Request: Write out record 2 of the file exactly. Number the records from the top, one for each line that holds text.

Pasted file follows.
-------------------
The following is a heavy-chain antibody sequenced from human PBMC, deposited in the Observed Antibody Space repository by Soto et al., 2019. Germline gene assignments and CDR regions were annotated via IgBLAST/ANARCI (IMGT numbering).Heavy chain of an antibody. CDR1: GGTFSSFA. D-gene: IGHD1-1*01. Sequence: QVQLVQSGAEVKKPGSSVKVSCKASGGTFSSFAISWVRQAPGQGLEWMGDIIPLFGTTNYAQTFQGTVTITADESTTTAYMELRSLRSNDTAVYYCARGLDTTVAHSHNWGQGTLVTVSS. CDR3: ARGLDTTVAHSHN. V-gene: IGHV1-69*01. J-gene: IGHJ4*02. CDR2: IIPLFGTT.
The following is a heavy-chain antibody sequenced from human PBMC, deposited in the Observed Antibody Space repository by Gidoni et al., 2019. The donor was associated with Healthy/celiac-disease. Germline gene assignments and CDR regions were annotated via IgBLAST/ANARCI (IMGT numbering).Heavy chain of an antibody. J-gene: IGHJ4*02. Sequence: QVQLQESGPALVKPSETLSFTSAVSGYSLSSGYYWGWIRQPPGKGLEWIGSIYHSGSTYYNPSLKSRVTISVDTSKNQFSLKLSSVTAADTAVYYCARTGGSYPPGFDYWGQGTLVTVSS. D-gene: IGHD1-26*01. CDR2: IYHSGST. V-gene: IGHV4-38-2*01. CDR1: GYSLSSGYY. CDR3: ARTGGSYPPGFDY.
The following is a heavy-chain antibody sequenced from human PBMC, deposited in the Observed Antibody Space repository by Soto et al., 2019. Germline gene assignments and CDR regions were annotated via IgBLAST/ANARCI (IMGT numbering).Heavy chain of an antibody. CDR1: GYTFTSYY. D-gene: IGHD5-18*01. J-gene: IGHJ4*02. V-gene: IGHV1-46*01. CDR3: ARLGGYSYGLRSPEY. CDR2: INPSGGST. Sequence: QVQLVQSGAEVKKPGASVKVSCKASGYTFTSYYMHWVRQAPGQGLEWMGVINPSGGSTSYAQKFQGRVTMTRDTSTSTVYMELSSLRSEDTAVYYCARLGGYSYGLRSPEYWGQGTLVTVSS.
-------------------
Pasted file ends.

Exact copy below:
The following is a heavy-chain antibody sequenced from human PBMC, deposited in the Observed Antibody Space repository by Gidoni et al., 2019. The donor was associated with Healthy/celiac-disease. Germline gene assignments and CDR regions were annotated via IgBLAST/ANARCI (IMGT numbering).Heavy chain of an antibody. J-gene: IGHJ4*02. Sequence: QVQLQESGPALVKPSETLSFTSAVSGYSLSSGYYWGWIRQPPGKGLEWIGSIYHSGSTYYNPSLKSRVTISVDTSKNQFSLKLSSVTAADTAVYYCARTGGSYPPGFDYWGQGTLVTVSS. D-gene: IGHD1-26*01. CDR2: IYHSGST. V-gene: IGHV4-38-2*01. CDR1: GYSLSSGYY. CDR3: ARTGGSYPPGFDY.